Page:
Back in April, the American Association of University Professors (AAUP) released an extensive report detailing the economic situation of the country’s professoriate. Inside Higher Education nicely summarized the findings.
Among the many impressive charts and graphs are listings of the various public and private schools which employ the highest-paid full and assistant professors.
Full professors at Columbia University bring home the highest salaries in the industry on average ($212,300). At Harvard, the average figure is $203,000. At Caltech, it’s $179,200. You could argue that these numbers are too high or too low, but it’s hard to argue that these schools shouldn’t be among the ones paying professors the most.
Other schools, not so much. Some colleges and universities that pay their professors a ton of money relative to the rest of the industry are real head-scratchers. These nine schools simply do not belong among the schools paying top dollar for their faculties.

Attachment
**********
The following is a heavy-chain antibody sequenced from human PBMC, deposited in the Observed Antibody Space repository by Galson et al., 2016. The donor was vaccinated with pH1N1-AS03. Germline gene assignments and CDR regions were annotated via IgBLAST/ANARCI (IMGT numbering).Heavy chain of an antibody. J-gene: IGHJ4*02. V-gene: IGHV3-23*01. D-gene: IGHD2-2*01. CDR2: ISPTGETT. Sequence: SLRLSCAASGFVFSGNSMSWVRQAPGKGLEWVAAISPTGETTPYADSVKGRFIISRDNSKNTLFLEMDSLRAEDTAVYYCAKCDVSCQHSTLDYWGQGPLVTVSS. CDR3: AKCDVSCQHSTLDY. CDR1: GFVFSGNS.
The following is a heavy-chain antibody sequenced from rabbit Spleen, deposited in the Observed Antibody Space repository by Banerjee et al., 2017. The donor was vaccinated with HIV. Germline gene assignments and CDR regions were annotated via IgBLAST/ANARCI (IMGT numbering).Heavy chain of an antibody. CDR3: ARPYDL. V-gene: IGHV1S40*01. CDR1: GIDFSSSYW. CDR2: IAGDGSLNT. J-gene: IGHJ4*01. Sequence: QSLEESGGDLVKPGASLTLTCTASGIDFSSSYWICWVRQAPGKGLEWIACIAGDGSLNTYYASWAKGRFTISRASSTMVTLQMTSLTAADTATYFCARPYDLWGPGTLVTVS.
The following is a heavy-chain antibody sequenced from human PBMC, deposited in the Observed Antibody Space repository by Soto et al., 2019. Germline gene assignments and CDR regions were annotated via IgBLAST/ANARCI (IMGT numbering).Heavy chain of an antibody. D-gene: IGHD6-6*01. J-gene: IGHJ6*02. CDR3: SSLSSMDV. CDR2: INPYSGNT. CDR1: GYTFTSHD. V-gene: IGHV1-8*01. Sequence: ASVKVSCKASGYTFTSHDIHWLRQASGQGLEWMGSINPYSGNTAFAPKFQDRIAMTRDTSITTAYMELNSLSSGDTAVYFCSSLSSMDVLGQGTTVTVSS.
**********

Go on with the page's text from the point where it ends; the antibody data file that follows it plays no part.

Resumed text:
New York University is a fine school for privileged kids who want to spend four years and drop a ton of cash in the heart of a glorious city. Also, the Big Apple is nothing if not expensive, so it makes intuitive sense that all salaries would reflect the high cost of living. At the same time, NYU is nowhere near the Ivy League, now is it? The average full professor’s salary of $187,600 (more than at Yale, more than at Penn) seems excessive.
The vaunted U.S. News rankings — the last word on the quality of American colleges for some reason — places the New Jersey Institute of Technology #139 on its list of national universities. That’s a whopping 56 spots behind the University of Tulsa (but a few spots ahead of St. John Fisher College). Why do full professors at the public school average $166,700 per year, which is considerably more than full profs make at the University of Michigan in Ann Arbor? For the record, the cost of living in NJIT’s hometown of Newark is roughly comparable to the cost in San Diego, according to Infoplease.com.